Article Content

INTRODUCTION/PROBLEM STATEMENT

Online learning has evolved into a process that provides flexibility, consistency, and adaptability to students' social and learning needs and a profitable industry for colleges and universities (Simpson, 2006). The benefit of online learning for students and specifically nursing students is the ability to attend classroom courses without ever leaving their home or work. Online learning has opened new doors to students who otherwise, because of work or family constraints, could not attend a traditional nursing program. Students who live in rural communities with limited access to colleges and universities are provided the opportunity for career development. Online learning is not just for undergraduate students, but it can also incorporate the needs of nurses who want to advance their practice.

 

The asynchronous learning environment allows the student and the instructor to be in class at different times. A benefit of online learning is the actual commitment of the student to learning. Without the stress and expenses of travel, the student has more time to focus on the course content. Cavanaugh ("Online Students Can Improve Overall Student Quality," 2006) found that the overall quality of students and their academic profiles provide evidence that online students performed better than did most traditional students. Most (75%) of the students online are women. The evidence provided indicates that women with additional responsibilities such as family and work need to have an avenue that provides an opportunity for career advancement without the worry of going to a traditional classroom setting.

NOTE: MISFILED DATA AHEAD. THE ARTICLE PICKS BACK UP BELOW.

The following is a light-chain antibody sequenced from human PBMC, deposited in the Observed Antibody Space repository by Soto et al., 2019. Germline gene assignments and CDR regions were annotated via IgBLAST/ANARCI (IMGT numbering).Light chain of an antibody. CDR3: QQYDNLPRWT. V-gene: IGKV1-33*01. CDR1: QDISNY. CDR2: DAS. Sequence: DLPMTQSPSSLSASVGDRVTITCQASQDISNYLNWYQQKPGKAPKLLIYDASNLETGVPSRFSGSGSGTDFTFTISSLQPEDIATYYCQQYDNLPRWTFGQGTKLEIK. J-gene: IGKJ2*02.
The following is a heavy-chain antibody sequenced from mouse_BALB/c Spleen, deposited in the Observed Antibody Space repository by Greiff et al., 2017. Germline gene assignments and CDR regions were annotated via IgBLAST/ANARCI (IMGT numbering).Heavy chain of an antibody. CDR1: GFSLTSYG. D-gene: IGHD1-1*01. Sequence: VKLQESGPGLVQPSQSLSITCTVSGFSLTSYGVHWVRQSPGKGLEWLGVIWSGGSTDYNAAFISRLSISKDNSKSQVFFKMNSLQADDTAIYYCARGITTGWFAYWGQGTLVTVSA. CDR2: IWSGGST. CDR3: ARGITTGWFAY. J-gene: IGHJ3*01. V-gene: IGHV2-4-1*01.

Online learning is appropriate for associate, baccalaureate, master's, and doctoral degrees in nursing and other disciplines. Lack of knowledge about the rigors of these programs often results in negative comments about their validity and efficacy.

 

RATIONALE AND SUPPORTING INFORMATION

Lack of knowledge about the standards met, the qualifications of faculty, and the accuracy of content are not the only challenges met in an online course, there are also technological, environmental, and self-management challenges with which the learner may require assistance.

 

Technological challenges:

 

1. The ability to perform adequately in the online environment requires that students and instructors have reliable computers, fast Internet access, compatible software and software versions, and necessary peripheral devices. The temporary or permanent lack of any of these can compromise effective online learning.

 

2. Students and instructors need to have computer proficiency so that lack of computer knowledge does not lead to frustration, which compromises the online learning. The use of a computer test prior to enrolling in online courses can help ascertain an individual's comfort level with the technology required. Orientation sessions might be needed to help individuals lacking certain technological skills.

 

 

Environmental challenges:

 

1. Students and instructors must understand that the online environment is different from the traditional face-to-face classroom. Communication is generally only through words on a screen, so immediate feedback from the receiver is not relayed. It is important for all individuals to understand e-mail communication etiquette.

 

2. Because total online learning can often require a blended approach, some schools offersome "face time" classes, where students and instructors physically meet periodically. Although useful, this requirement can pose logistical challenges depending on where individuals reside.

 

3. Even with a blended approach, not all information is appropriate to the online learning environment. Courses need to be adequately assessed to evaluate this appropriateness.

 

 

Self-management challenges:

 

1. Students and instructors must recognize that the online environment still requires the same amount of time as a traditional classroom course. Often, students will prejudge an online course as being a quicker way to accomplish learning.